A Dilger Day?


What’s the buzz about SCSU’s “Weather Wizard” Patrick Dilger?

Thousands wait patiently, refreshing their email, hoping to hear from Patrick

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Netflix: Edit, Undo and Make a Qwik Exit

From nymag.com

Rumor has it, someone at Netflix finally has somewhat of clue and they are nixing Quickster Qwikster. And according to the Daily Intel, Netflix CEO Reed Hastings new mantra is “I messed up.” (Collective: duh!)

It was one thing to change (read: jack up) the pricing structure, which I found made perfect cents sense. Then in a drunken rant of an email Hastings told customers the price change could have been handled better and by the way, the convenience of having one site to stream movies online and rent DVDs from was splitting up, because a few people still didn’t completely hate Netflix, yet.

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I’m becoming an Email Ninja. What are you doing?

A wise colleague recently enlightened me about the “inbox zero” concept and how it was helping to organize his work day. After a little pointing, clicking and searching on Google, I found myself desirous to become an email ninja!

In just a few days it has revolutionized far more than my inbox. It has helped me organize my work-life, clear a lot of stuff off of my plate, follow up on other items and even make time to tackle some long overdue projects.

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Breaking News: UK Student Crowned Excel Champion

Excel 2007

But wait, this just in… More breaking news… A Microsoft Excel championship even exists!

Back to the first breaking news bit. Rebecca Rickwood, 15, was crowned champion of Microsoft’s Excel 2007, apparently she was one of the 228,000 people participating in nearly 60 countries.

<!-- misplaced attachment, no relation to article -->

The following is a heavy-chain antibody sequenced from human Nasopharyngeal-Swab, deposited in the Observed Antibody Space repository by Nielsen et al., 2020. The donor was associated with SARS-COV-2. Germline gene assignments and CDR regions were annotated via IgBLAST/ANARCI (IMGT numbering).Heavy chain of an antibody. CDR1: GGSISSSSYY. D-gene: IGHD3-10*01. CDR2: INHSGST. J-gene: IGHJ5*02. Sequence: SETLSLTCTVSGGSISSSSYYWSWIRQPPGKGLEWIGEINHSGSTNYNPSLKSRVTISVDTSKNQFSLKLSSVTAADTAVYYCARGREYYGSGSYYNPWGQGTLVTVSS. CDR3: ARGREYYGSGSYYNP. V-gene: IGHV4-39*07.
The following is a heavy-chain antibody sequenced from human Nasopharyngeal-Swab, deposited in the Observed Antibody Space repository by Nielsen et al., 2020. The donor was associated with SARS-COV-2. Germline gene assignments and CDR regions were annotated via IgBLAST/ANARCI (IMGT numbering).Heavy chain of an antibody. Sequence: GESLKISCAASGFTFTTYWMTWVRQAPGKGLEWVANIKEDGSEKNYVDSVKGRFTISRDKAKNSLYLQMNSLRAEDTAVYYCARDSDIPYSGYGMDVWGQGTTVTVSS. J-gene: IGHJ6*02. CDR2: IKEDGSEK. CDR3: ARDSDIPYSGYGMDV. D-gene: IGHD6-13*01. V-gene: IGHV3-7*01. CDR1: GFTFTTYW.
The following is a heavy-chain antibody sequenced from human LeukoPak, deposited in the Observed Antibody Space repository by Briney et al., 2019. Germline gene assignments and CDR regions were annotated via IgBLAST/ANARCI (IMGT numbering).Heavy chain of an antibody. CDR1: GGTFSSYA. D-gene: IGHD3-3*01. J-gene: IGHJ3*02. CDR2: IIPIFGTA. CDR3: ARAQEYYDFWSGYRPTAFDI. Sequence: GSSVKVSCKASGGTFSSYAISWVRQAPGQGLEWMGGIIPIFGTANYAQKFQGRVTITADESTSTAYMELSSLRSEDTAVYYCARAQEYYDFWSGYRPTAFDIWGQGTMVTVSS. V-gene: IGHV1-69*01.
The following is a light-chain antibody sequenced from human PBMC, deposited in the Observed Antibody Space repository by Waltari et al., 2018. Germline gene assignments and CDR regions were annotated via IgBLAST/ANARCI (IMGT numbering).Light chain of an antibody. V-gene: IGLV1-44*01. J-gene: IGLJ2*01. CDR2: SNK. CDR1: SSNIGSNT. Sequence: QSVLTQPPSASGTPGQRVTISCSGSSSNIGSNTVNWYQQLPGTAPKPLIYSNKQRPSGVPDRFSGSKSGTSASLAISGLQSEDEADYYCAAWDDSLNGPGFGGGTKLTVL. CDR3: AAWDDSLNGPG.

I for one am still shocked such a competition exists, never mind the fact that someone won it. I am left to wonder, how well does Ms. Rickwood know her Excel 2010. That title belongs to Chen Xing of China. Read more of this post

U of Chicago: Got Books?

Students inside the Mansueto Library at the University of Chicago / http://mansueto.lib.uchicago.edu/

The Joe and Rika Mansueto Library at the University of Chicago amazes me. I think the technology behind their book storage system is cool, so I’m sharing a video that explains how it all works.

From the U of Chicago’s YouTube page:

The new Joe and Rika Mansueto Library at the University of Chicago houses cutting-edge facilities for preservation and digitization of physical books, as well as a high-density underground storage system with the capacity to hold 3.5 million volume equivalents. With its soaring elliptical dome and prime location on campus, the Mansueto Library’s Grand Reading Room, which opens May 16, 2011, provides an inviting space for rigorous scholarship in an array of fields.


Netflix: Watching Flix on the Net; You’re Still the One I Love

You say potato, I say pricing equity when it comes to the recent DVD rental plan changes announced by Netflix.


Photo from: Netflix.com

The online DVD rental mega store announced it was separating out its instant streaming plan and unlimited DVD mail-rental plans. Previous to the shake up heard round the web, Netflix offered an unlimited instant movie streaming-only plan, as well as unlimited streaming with all DVD rental plans. Now, if DVD renters want unlimited video streaming, they’ll have to add on the streaming plan (currently $7.99/month) to their DVD rental plan (now also starting at $7.99/month).

Netflix admits the price change is a result in underestimation of the DVD market:

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I don’t Know, but Google Does!

Google logoEverything you need to know, Google already knows – so you don’t have to. Or so it seems, according to a recent study led by Betsy Sparrow, a psychologist at Columbia University, says the MercuryNews. Apparently our brains are changing, based on our use of Google and search engines. We retain less information that we know we can easily look up in a search engine.

Dubbed “The Google Effect” it appears that while we can still remember things we’re not searching for on Google, in general we’re forgetting the things that we have access to with a few clicks.

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The Chinese Bonsai Internet

Bonsai tree from basicbonsai.comA flurry of reports have come out about the decrease in websites in China last year. Some 1.4 million websites were shuttered due to government regulations (read: censorship). Apparently, websites in China decreased last year by some 40%, while globally the number of websites continue to increase.

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